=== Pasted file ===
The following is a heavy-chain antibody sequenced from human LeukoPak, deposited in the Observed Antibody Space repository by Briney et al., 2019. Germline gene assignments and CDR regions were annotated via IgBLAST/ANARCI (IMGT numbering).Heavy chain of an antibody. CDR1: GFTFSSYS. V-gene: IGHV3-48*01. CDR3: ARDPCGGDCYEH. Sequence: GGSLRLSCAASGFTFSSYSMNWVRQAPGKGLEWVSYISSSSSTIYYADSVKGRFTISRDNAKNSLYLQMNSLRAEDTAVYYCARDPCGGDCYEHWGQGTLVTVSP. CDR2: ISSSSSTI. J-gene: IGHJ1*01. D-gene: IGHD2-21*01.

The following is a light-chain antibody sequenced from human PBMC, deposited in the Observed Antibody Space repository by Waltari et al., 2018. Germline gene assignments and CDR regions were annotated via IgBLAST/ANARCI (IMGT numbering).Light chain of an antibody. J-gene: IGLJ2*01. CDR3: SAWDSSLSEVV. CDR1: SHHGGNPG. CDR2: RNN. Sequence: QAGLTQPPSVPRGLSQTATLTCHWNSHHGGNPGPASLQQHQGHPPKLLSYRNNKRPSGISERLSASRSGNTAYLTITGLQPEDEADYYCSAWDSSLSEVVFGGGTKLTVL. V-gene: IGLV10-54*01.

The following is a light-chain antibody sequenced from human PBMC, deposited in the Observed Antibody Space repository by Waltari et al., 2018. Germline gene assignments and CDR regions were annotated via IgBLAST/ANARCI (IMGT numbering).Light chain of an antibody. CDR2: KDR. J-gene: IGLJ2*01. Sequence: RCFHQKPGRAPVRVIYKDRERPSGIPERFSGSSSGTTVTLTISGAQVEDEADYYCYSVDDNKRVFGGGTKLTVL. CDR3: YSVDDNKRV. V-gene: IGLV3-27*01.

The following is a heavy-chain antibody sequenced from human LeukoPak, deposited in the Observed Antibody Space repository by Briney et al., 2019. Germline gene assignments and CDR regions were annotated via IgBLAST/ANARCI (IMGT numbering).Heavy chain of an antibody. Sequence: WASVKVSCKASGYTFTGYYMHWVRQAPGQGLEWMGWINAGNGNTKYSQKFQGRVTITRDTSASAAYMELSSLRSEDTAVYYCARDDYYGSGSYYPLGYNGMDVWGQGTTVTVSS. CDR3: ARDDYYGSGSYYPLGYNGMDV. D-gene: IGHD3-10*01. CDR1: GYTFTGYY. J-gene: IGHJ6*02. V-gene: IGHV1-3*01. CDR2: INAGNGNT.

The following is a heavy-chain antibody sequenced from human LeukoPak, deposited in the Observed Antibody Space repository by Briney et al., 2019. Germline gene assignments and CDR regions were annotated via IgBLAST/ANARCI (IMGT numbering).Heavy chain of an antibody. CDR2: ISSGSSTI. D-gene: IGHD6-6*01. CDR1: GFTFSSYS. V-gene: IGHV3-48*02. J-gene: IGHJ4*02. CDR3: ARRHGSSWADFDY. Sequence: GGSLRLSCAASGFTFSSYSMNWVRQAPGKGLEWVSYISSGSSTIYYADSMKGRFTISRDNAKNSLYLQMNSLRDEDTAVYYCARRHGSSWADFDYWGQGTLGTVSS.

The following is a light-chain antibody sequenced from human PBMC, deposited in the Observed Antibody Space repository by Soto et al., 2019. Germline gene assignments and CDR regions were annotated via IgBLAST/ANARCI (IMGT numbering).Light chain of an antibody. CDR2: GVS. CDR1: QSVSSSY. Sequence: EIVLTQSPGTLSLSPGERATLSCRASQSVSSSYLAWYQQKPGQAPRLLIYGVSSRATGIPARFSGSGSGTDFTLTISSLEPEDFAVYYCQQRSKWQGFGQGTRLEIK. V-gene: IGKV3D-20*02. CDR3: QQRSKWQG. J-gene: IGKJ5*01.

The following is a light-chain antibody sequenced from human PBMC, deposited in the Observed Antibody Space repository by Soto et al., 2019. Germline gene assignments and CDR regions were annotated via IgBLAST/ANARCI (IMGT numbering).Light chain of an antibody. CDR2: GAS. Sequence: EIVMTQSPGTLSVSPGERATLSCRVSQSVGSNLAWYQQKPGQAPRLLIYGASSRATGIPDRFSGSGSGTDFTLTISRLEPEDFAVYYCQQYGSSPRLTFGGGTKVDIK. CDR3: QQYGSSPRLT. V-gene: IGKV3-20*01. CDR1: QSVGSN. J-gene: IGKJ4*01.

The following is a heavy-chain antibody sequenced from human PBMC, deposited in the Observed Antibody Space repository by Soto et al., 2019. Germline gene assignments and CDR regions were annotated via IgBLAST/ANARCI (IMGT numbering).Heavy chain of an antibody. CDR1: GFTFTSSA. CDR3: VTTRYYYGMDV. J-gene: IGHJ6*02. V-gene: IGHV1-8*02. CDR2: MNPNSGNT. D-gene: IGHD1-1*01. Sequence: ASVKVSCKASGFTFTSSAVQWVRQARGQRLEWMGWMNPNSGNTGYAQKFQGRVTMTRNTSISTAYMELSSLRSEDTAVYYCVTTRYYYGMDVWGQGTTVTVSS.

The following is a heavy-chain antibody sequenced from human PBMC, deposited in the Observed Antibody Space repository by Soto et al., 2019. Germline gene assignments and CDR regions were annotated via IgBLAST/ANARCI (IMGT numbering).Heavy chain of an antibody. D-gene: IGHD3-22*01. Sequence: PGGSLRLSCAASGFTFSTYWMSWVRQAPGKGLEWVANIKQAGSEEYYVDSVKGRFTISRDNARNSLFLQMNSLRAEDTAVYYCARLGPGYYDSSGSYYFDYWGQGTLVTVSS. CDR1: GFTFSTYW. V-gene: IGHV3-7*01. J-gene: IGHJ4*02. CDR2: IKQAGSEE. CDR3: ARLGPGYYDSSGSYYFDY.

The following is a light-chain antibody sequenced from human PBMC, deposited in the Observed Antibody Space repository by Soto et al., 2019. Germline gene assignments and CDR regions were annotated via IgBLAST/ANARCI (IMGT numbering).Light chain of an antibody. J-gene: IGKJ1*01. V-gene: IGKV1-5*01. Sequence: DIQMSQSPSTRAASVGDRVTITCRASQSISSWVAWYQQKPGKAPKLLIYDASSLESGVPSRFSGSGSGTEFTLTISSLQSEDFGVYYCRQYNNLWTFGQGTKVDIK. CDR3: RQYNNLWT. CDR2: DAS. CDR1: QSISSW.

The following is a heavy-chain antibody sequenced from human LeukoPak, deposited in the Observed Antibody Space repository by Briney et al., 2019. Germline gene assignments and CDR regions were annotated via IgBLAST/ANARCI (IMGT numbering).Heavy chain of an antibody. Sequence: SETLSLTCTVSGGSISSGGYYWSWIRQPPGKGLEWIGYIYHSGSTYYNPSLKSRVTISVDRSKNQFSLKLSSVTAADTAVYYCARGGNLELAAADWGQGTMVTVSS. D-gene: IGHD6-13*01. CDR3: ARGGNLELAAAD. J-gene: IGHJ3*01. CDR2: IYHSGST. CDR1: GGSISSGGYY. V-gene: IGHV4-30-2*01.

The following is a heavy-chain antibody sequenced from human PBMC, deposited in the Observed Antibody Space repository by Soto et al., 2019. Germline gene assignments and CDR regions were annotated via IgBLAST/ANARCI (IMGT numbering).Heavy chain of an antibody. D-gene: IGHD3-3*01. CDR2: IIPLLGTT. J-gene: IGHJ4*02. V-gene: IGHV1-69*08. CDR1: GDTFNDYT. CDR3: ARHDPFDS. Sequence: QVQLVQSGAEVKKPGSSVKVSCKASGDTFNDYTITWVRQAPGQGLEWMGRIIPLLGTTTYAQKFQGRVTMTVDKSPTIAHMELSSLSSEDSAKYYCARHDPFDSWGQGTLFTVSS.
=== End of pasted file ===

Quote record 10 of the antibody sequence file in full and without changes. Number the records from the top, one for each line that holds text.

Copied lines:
The following is a light-chain antibody sequenced from human PBMC, deposited in the Observed Antibody Space repository by Soto et al., 2019. Germline gene assignments and CDR regions were annotated via IgBLAST/ANARCI (IMGT numbering).Light chain of an antibody. J-gene: IGKJ1*01. V-gene: IGKV1-5*01. Sequence: DIQMSQSPSTRAASVGDRVTITCRASQSISSWVAWYQQKPGKAPKLLIYDASSLESGVPSRFSGSGSGTEFTLTISSLQSEDFGVYYCRQYNNLWTFGQGTKVDIK. CDR3: RQYNNLWT. CDR2: DAS. CDR1: QSISSW.